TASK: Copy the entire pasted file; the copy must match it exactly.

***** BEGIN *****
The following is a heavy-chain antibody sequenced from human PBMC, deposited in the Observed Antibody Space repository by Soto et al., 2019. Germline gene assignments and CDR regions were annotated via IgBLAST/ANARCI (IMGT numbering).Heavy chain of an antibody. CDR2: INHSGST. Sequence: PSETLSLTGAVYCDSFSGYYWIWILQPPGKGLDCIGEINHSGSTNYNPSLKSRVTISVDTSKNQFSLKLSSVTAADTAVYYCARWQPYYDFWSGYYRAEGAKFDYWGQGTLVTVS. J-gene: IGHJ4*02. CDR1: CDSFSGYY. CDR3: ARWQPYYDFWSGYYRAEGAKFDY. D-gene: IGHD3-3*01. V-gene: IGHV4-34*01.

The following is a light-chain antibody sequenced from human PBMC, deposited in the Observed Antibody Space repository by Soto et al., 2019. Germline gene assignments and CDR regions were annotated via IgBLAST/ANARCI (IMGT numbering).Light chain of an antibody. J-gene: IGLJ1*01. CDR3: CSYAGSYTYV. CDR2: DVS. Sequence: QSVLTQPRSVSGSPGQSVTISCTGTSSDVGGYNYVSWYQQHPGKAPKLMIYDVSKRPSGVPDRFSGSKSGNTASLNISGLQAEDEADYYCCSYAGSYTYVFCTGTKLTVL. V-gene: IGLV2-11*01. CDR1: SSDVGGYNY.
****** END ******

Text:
The following is a heavy-chain antibody sequenced from human PBMC, deposited in the Observed Antibody Space repository by Soto et al., 2019. Germline gene assignments and CDR regions were annotated via IgBLAST/ANARCI (IMGT numbering).Heavy chain of an antibody. CDR2: INHSGST. Sequence: PSETLSLTGAVYCDSFSGYYWIWILQPPGKGLDCIGEINHSGSTNYNPSLKSRVTISVDTSKNQFSLKLSSVTAADTAVYYCARWQPYYDFWSGYYRAEGAKFDYWGQGTLVTVS. J-gene: IGHJ4*02. CDR1: CDSFSGYY. CDR3: ARWQPYYDFWSGYYRAEGAKFDY. D-gene: IGHD3-3*01. V-gene: IGHV4-34*01.

The following is a light-chain antibody sequenced from human PBMC, deposited in the Observed Antibody Space repository by Soto et al., 2019. Germline gene assignments and CDR regions were annotated via IgBLAST/ANARCI (IMGT numbering).Light chain of an antibody. J-gene: IGLJ1*01. CDR3: CSYAGSYTYV. CDR2: DVS. Sequence: QSVLTQPRSVSGSPGQSVTISCTGTSSDVGGYNYVSWYQQHPGKAPKLMIYDVSKRPSGVPDRFSGSKSGNTASLNISGLQAEDEADYYCCSYAGSYTYVFCTGTKLTVL. V-gene: IGLV2-11*01. CDR1: SSDVGGYNY.